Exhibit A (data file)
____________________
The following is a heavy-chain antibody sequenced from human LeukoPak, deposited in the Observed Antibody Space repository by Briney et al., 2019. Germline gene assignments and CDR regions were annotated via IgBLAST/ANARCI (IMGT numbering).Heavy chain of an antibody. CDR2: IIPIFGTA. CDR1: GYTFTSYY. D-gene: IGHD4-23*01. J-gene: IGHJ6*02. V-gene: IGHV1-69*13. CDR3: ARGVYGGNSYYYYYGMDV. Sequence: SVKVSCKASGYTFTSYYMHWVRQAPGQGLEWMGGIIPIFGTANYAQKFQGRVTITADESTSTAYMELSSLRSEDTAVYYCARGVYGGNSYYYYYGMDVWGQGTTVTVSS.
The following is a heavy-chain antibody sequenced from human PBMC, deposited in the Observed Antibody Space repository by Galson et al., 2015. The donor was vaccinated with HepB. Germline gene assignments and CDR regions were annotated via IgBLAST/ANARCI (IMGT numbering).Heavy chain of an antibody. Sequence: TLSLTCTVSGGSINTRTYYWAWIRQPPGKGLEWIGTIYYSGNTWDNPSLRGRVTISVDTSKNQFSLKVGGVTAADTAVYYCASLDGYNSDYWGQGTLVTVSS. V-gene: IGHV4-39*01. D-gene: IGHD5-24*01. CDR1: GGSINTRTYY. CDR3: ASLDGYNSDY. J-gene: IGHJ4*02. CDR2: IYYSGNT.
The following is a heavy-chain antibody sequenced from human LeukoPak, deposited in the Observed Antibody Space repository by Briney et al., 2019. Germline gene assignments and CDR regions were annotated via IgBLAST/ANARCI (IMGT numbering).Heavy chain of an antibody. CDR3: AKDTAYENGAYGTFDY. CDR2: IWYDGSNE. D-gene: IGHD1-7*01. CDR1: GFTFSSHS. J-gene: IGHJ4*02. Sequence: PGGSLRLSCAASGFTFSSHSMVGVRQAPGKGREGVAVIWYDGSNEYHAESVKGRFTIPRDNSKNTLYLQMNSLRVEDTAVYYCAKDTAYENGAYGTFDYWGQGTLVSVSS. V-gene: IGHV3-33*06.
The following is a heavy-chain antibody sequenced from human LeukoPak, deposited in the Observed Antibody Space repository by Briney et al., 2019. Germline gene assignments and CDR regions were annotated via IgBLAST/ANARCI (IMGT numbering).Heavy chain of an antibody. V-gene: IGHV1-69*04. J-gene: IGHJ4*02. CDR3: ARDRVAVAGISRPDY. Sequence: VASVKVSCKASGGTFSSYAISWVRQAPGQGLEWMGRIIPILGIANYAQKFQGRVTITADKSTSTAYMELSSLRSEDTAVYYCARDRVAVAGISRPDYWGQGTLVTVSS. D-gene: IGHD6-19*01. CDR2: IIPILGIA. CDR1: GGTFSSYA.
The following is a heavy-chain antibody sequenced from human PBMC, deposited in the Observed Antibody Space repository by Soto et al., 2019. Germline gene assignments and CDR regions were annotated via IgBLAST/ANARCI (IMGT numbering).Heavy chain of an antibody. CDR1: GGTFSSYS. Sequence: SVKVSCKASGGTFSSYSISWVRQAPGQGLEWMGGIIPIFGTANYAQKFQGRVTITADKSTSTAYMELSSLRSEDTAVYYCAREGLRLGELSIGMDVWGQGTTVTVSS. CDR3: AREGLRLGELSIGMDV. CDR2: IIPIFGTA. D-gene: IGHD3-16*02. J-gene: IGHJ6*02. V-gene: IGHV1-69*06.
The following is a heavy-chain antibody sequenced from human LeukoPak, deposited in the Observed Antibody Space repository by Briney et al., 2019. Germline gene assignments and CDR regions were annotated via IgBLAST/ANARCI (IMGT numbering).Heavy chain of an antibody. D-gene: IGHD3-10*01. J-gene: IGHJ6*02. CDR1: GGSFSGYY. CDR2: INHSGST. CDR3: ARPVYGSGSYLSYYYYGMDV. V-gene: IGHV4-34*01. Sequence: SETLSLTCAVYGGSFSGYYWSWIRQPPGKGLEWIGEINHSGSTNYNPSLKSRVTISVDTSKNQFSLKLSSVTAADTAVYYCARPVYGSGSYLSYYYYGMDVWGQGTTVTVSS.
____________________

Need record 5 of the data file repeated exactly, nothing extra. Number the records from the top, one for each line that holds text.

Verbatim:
The following is a heavy-chain antibody sequenced from human PBMC, deposited in the Observed Antibody Space repository by Soto et al., 2019. Germline gene assignments and CDR regions were annotated via IgBLAST/ANARCI (IMGT numbering).Heavy chain of an antibody. CDR1: GGTFSSYS. Sequence: SVKVSCKASGGTFSSYSISWVRQAPGQGLEWMGGIIPIFGTANYAQKFQGRVTITADKSTSTAYMELSSLRSEDTAVYYCAREGLRLGELSIGMDVWGQGTTVTVSS. CDR3: AREGLRLGELSIGMDV. CDR2: IIPIFGTA. D-gene: IGHD3-16*02. J-gene: IGHJ6*02. V-gene: IGHV1-69*06.